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Chemistry of nanomaterials

The activity of the GDP group in mineral chemistry and nanomaterials takes over from that of the SCPI group at the École des Mines de Paris which ENSTA hosted for a dozen years. This activity is devoted to studying (co)precipitation in aqueous solutions.
Work focuses on the synthesis of metallic (hydr)oxides with particle sizes ranging from a few nanometers to several microns. During recent years, Al, Si, Ti, Fe, Co, Ni, Cu, Zn, Y, Hf and Ce (hydr)oxides particles (as well as some doped or mixed compositions) were synthesized for applications in cosmetics, nanomedicine, batteries, photocatalysis...

Our objectives consist of providing robust tools to control particle size and morphology, with various industrial constraints in mind. In order to stick to industrially, economically and environmentally acceptable processes, we favour aqueous chemistry and emphasize the control over particle size and morphology thanks to simple physico-chemical parameters (pH, temperature...) and processes (double jet or homogeneous precipitation). Often the desired particles are not directly precipitated; instead a solid precursor (i.e., an amorphe) which is subsequently crystallized is produced. Uncoupling of amorphous precipitation and crystallization stages of particle preparation allowing the use of different physico-chemical conditions at each stage has been shown to be critical in controlling the nature and characteristics of the final particles.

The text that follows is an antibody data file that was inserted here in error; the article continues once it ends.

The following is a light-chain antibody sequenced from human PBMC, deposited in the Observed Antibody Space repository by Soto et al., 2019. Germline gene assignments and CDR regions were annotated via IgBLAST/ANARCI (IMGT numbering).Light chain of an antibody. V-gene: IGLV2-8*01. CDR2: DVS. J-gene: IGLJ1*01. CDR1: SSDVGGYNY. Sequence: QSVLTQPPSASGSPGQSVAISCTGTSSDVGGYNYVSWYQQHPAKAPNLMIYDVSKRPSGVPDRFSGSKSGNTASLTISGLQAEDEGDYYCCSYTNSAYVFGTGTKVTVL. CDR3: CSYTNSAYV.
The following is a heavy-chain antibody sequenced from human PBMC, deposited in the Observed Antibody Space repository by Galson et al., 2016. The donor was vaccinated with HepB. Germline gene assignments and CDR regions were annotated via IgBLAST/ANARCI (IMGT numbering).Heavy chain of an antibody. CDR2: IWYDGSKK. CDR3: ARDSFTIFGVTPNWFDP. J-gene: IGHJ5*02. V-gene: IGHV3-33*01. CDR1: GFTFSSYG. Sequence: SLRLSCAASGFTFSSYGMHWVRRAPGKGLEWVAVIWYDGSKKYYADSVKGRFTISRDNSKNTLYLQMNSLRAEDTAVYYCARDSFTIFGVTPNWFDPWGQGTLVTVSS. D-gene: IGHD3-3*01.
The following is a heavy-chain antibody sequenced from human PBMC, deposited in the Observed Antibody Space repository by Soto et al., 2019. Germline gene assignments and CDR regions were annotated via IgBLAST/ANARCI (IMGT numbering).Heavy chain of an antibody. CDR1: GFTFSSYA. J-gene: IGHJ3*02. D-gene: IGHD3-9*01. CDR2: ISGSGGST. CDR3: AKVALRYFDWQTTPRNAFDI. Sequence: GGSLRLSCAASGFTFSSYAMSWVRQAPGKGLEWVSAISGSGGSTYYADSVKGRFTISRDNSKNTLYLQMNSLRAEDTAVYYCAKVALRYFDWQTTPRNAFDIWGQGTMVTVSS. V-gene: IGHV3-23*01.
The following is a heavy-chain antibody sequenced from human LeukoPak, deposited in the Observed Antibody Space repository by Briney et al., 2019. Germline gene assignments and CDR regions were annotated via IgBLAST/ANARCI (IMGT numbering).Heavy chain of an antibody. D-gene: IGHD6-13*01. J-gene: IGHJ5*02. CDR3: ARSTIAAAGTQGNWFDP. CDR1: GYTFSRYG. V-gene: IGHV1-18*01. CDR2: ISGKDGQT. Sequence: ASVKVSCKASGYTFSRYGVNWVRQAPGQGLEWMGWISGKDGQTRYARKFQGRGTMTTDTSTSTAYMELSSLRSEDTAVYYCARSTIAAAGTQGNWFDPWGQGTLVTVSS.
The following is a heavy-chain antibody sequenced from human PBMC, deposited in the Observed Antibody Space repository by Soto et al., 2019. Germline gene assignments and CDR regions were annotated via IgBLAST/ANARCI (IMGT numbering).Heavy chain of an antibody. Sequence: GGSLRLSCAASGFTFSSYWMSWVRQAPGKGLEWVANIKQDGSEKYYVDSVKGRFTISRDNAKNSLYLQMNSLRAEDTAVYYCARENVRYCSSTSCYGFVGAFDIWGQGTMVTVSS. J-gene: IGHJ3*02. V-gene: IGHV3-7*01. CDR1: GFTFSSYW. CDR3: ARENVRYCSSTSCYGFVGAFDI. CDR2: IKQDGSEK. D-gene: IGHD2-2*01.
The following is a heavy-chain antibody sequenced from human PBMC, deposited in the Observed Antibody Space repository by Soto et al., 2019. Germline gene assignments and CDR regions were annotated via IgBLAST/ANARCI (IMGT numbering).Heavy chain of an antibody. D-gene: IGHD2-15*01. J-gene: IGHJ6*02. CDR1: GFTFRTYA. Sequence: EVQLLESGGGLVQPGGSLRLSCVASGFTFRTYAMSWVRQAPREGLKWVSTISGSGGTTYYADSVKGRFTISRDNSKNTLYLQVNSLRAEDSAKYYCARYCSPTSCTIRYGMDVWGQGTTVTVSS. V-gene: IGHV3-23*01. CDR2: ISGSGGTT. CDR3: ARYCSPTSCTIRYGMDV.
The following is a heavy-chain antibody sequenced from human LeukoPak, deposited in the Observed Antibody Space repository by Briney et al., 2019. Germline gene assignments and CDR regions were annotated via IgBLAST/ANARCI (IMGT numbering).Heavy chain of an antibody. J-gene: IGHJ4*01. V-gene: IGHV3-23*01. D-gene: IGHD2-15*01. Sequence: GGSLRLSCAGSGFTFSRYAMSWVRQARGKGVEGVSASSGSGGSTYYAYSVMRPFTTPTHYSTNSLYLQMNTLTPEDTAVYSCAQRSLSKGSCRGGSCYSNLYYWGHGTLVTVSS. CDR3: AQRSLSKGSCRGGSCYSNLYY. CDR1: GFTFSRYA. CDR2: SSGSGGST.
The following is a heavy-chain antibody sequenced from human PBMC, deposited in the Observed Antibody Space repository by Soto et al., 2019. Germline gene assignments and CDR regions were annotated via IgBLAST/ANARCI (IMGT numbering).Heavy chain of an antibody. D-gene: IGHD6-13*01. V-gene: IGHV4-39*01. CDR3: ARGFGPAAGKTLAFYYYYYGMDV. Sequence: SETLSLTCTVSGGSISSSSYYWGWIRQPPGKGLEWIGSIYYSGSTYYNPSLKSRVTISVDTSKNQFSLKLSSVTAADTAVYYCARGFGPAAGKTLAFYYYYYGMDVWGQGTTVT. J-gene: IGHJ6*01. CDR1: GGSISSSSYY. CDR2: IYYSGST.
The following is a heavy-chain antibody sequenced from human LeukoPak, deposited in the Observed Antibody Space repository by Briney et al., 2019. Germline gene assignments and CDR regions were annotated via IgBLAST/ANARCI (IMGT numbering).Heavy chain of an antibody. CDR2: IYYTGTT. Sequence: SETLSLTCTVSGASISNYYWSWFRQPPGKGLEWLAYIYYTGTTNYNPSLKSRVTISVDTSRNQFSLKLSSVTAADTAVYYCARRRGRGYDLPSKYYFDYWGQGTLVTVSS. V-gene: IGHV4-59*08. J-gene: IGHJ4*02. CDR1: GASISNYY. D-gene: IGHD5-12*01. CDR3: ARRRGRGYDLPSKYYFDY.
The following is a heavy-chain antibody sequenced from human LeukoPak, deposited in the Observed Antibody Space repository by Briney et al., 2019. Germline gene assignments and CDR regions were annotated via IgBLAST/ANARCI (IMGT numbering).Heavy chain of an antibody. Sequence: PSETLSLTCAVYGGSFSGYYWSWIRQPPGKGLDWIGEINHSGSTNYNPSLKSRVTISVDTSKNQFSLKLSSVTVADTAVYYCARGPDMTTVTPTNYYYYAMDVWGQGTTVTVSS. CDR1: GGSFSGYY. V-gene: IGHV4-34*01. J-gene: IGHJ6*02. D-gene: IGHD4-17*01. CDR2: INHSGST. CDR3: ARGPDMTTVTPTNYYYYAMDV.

We used this strategy in many studies (boehmite, zinc oxide, titanium dioxide, hafnium germanate...) to control particle size and shape from very simple amorphous precipitates. The applications concerned are highly varied and have been the object of academic and industrial collaborations for over 10 years : particles for catalysis, photocatalysis or hydrogen photoproduction, for batteries, nanoparticles as ceramic precursors (thermoelectrics, fuel cells, ferroelectrics), photochromic particles for cosmetics, X-ray absorbers for nanomedicine...



The laboratory combines materials and industrial process research. The particles studied are principally metal hydroxides and oxides synthesized by precipitation of an amorphe followed by crystallization, by either double-jet precipitation at controlled pH or heat induced homogeneous precipitation. The lab is particularly interested in the role of pH on particle characteristics (size, morphology and crystallinity) in the double-jet precipitation of boehmite fibres, zinc oxide (with a morphology transition from non-starlike to starlike as a result of a strictly controlled pH change of only 1 unit) and nickel hydroxide.
The decoupling of the precipitation and crystallization steps has been exploited for the synthesis of boehmite nanoparticles (of varying crystallinity), hafnium germinate and titanium dioxide. Heat induced homogeneous precipitation can be separated into 3 variants : synthesis of yttrium or magnesium hydroxycarbonates by urea decomposition, destabilization of aminocomplexes (nickel, cobalt) and thermohydrolysis (titanium dioxide, tin oxide).


Contact : Jean-François Hochepied


Partnerships and projects :

The studies at the laboratory are often conducted through direct collaboration with industry or as part of consortium in ANR or european projects.




Main academic collaborations :


Main industrial collaborations :

LVMH Solvay
Eramet Umicore Nanobiotix
SNCZ Geolith Saipem



Mines ParisTech


Centre des Matériaux



IMT Mines AlÈs




École de Saint-Étienne
















Institut de Chimie de Lyon


Sorbonne Université